High School was such a different life for me. Not only was I in a different school, with all new people, I had decided to start accepting that which made me weird and different from other people, which gave me a sort of confidence. I was still kind of sensitive and broken from the years of social abuse, but I didn't wear them like a sandwich board announcing to everyone the depths of my despair. I had boyfriends in High School too, and I think kindly on them. Well, all the ones I didn't marry. I learned about life and relationships and how another person cannot save me from myself. Don't get me wrong, I don't wish ill on my ex-husband. I don't regret marrying him, or giving birth to our daughters. Most of the time I don't regret that it took me 10 years to realise our marriage wasn't going to work out. It took both of us to make our girls, and it took both of us to screw up our marriage.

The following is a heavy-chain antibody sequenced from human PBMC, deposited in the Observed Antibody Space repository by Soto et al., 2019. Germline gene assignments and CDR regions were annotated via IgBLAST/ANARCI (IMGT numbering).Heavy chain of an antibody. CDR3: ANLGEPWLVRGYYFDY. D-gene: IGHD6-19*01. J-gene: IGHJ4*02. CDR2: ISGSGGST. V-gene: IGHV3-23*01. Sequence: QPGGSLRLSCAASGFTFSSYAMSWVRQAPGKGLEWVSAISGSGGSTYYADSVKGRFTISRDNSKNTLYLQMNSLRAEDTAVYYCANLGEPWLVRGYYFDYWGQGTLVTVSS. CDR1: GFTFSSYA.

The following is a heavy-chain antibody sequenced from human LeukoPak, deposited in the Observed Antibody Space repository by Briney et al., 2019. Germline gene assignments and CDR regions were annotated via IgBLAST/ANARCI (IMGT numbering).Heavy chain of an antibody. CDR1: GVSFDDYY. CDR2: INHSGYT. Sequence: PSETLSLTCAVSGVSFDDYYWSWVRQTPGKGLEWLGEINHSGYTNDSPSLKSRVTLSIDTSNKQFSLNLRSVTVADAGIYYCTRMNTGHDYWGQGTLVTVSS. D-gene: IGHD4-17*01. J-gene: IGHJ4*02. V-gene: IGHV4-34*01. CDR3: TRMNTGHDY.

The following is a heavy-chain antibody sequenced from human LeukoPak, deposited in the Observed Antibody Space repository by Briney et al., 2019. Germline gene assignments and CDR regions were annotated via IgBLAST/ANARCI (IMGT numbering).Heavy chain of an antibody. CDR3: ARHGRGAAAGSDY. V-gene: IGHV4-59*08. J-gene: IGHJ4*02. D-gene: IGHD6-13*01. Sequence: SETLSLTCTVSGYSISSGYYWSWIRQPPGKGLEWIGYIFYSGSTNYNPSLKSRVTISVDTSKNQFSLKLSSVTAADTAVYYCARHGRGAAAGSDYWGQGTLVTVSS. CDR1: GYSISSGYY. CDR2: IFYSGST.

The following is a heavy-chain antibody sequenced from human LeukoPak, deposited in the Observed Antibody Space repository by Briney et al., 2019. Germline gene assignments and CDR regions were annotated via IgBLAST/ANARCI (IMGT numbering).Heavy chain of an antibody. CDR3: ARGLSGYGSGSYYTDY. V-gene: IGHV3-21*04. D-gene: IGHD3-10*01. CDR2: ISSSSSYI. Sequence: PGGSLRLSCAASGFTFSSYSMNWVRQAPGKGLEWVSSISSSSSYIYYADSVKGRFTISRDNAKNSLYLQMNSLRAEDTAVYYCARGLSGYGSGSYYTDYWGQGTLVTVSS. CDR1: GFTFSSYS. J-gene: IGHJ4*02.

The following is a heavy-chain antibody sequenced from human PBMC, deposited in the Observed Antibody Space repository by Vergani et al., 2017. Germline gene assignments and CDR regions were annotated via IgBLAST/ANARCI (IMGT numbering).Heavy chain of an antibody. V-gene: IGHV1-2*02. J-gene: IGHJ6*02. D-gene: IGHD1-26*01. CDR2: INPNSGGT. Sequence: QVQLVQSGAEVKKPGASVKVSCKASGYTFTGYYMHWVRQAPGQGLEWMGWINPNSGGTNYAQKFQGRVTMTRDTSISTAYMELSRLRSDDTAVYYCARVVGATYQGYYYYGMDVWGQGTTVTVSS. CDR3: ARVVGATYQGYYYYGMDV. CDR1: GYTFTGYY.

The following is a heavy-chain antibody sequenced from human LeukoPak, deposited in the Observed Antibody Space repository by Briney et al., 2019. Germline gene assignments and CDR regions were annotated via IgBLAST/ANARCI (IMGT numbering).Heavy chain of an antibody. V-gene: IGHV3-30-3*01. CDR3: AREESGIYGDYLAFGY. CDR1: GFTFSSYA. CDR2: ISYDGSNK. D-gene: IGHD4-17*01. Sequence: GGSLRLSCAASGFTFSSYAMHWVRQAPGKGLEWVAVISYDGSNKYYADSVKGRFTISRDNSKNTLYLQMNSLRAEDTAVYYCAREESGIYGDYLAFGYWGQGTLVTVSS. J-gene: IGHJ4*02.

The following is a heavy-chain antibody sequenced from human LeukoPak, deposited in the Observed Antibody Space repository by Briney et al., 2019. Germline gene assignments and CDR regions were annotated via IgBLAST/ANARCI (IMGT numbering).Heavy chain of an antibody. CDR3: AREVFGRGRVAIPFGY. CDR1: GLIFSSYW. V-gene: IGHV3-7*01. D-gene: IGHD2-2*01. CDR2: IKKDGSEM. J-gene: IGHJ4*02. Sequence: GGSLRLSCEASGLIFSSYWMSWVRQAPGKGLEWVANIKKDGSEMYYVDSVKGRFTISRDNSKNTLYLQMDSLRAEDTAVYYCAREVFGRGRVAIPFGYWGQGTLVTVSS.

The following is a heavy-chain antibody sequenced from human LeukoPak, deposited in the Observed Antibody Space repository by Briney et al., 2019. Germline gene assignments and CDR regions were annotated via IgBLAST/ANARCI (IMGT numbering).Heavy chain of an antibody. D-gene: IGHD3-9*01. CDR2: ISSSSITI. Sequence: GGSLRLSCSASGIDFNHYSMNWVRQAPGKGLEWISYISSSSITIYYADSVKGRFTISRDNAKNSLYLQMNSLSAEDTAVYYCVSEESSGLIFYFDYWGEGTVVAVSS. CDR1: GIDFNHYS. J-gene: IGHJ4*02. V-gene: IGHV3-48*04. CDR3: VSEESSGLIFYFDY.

Anyway, in High School I was still afraid of being considered a lesbian. I went to my first Sci-fi cons, I learned to play the drums and was in a series of bands that never made it to the gig playing stage. Writing and art were vastly important to me, and the formation of my gaming group began to take place. I was in a very fem place through High School, even though I still did all those "butch" things. But now I wore make up when I was skating, and sometimes skirts when I bought my comic books.
I met my ex-husband at a sci-fi con. We started dating, I got pregnant despite the statistical unlikely hood of 3 different methods of birth control all failing. I call my elder daughter my Miracle Child, because statically speaking, she shouldn't exist. We got married. Had a second daughter and I tried a new method of birth control because I wasn't ready for more kids. This new method caused fibroid cysts to form on my ovaries, and screwed up my hormones. My doctors tried hormone therapy and for the first time since the January of eighth grade, I became so depressed I was teetering on the edge of suicide. I stopped the hormone treatments and worked on getting my head right again.